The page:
Staub’s focus on shifting policing in America began nearly 30 years ago, with the brutal beating of Rodney King by Los Angeles police officers in 1991. King’s treatment at the hands of police triggered mass protests. The city of Los Angeles put together a commission charged with “a full and fair examination of the structure and operation of the LAPD.” Known as the Christopher Commission, after attorney Warren Christopher (the very same who later became President Bill Clinton’s secretary of state), the commission found repetitive “use of excessive force,” among police. “We recommend a new standard of accountability,” they wrote.”Ugly incidents will not diminish until ranking officers know they will be held responsible for what happens in their sector, whether or not they personally participate.”
The commission turned to Staub to create a program for California’s police departments in an attempt to help not only heal the schism between the public and the police, but also encourage active intervention rather than bystanderism. Staub mapped his work looking at bystander passivity from World War II to modern day American policing, to try and prevent another King incident from happening again. “You have to shift the mindset, so officers realize that if they remain passive as bystanders, they are responsible for what their fellow officers do,” he told The New York Times in 1993. The paper called him an “activist research psychologist.”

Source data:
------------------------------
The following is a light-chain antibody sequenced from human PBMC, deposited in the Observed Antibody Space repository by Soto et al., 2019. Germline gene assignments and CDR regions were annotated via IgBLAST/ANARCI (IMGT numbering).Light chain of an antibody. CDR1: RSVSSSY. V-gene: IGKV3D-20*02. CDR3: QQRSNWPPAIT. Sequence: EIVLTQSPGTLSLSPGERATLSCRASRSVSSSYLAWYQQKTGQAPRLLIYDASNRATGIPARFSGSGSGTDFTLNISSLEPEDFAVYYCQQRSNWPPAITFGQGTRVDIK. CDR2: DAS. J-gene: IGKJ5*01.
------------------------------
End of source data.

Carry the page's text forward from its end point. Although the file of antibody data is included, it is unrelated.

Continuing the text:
But the program didn’t take off, and Staub says interest in formalizing his training program languished.
Six years ago, Mary Howell, a civil rights lawyer from New Orleans, who had a long career advocating for victims of police brutality, turned to Staub’s ideas hoping they would help her own city.
“We had gone through periods of intense crisis and reforms, which have failed in cycles,” Howell said, referring to the time before Staub. “It’s like domestic violence – a horrible thing happens, they [the police] come with flowers and candy to say ‘We’ll fix it,’ and then it happens again.”
Staub’s research has long asked the questions: how is evil committed by normal people and how can it arise from everyday life? To stop it, people must be turned from passive into active bystanders. Staub points to an interaction in Seattle back in May, where an officer forcibly removed the leg of another officer who had put his knee on a suspect’s neck during an arrest, as an example of how engaging these programs can minimize police harms against civilians.